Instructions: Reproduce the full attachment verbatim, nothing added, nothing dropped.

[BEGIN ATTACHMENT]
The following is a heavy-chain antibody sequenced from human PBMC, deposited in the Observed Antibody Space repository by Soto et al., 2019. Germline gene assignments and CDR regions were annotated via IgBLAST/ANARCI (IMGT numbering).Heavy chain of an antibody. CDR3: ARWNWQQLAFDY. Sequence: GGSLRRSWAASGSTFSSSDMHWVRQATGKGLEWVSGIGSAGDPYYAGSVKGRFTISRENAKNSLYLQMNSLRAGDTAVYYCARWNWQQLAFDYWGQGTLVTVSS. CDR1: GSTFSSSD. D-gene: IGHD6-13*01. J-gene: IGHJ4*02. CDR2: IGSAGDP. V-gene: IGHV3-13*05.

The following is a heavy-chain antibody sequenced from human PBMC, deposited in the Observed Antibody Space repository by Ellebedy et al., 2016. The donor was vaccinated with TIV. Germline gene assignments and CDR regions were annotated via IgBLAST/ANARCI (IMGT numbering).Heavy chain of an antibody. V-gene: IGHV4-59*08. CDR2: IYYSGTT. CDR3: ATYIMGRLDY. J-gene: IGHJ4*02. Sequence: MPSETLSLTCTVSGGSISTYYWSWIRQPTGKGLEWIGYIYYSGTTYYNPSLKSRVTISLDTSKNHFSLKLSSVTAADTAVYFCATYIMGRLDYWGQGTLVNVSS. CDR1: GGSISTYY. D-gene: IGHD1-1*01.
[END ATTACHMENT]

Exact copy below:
The following is a heavy-chain antibody sequenced from human PBMC, deposited in the Observed Antibody Space repository by Soto et al., 2019. Germline gene assignments and CDR regions were annotated via IgBLAST/ANARCI (IMGT numbering).Heavy chain of an antibody. CDR3: ARWNWQQLAFDY. Sequence: GGSLRRSWAASGSTFSSSDMHWVRQATGKGLEWVSGIGSAGDPYYAGSVKGRFTISRENAKNSLYLQMNSLRAGDTAVYYCARWNWQQLAFDYWGQGTLVTVSS. CDR1: GSTFSSSD. D-gene: IGHD6-13*01. J-gene: IGHJ4*02. CDR2: IGSAGDP. V-gene: IGHV3-13*05.

The following is a heavy-chain antibody sequenced from human PBMC, deposited in the Observed Antibody Space repository by Ellebedy et al., 2016. The donor was vaccinated with TIV. Germline gene assignments and CDR regions were annotated via IgBLAST/ANARCI (IMGT numbering).Heavy chain of an antibody. V-gene: IGHV4-59*08. CDR2: IYYSGTT. CDR3: ATYIMGRLDY. J-gene: IGHJ4*02. Sequence: MPSETLSLTCTVSGGSISTYYWSWIRQPTGKGLEWIGYIYYSGTTYYNPSLKSRVTISLDTSKNHFSLKLSSVTAADTAVYFCATYIMGRLDYWGQGTLVNVSS. CDR1: GGSISTYY. D-gene: IGHD1-1*01.